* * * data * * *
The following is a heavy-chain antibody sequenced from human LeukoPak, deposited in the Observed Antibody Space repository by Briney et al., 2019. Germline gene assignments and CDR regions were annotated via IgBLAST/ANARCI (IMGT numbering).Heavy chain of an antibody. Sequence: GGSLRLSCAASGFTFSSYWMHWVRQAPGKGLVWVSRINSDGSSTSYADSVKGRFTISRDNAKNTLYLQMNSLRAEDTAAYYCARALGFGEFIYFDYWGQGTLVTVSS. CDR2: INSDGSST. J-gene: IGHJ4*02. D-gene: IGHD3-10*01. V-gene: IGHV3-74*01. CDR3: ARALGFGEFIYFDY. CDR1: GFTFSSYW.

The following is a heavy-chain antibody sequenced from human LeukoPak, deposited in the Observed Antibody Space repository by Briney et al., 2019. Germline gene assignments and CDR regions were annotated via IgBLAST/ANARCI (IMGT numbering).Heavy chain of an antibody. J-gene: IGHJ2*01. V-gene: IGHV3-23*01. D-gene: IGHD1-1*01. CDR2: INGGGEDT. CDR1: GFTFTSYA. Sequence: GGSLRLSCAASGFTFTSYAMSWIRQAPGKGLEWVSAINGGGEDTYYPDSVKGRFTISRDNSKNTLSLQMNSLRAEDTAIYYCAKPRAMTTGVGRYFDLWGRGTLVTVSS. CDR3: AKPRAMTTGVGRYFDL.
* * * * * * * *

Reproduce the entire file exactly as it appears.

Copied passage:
The following is a heavy-chain antibody sequenced from human LeukoPak, deposited in the Observed Antibody Space repository by Briney et al., 2019. Germline gene assignments and CDR regions were annotated via IgBLAST/ANARCI (IMGT numbering).Heavy chain of an antibody. Sequence: GGSLRLSCAASGFTFSSYWMHWVRQAPGKGLVWVSRINSDGSSTSYADSVKGRFTISRDNAKNTLYLQMNSLRAEDTAAYYCARALGFGEFIYFDYWGQGTLVTVSS. CDR2: INSDGSST. J-gene: IGHJ4*02. D-gene: IGHD3-10*01. V-gene: IGHV3-74*01. CDR3: ARALGFGEFIYFDY. CDR1: GFTFSSYW.

The following is a heavy-chain antibody sequenced from human LeukoPak, deposited in the Observed Antibody Space repository by Briney et al., 2019. Germline gene assignments and CDR regions were annotated via IgBLAST/ANARCI (IMGT numbering).Heavy chain of an antibody. J-gene: IGHJ2*01. V-gene: IGHV3-23*01. D-gene: IGHD1-1*01. CDR2: INGGGEDT. CDR1: GFTFTSYA. Sequence: GGSLRLSCAASGFTFTSYAMSWIRQAPGKGLEWVSAINGGGEDTYYPDSVKGRFTISRDNSKNTLSLQMNSLRAEDTAIYYCAKPRAMTTGVGRYFDLWGRGTLVTVSS. CDR3: AKPRAMTTGVGRYFDL.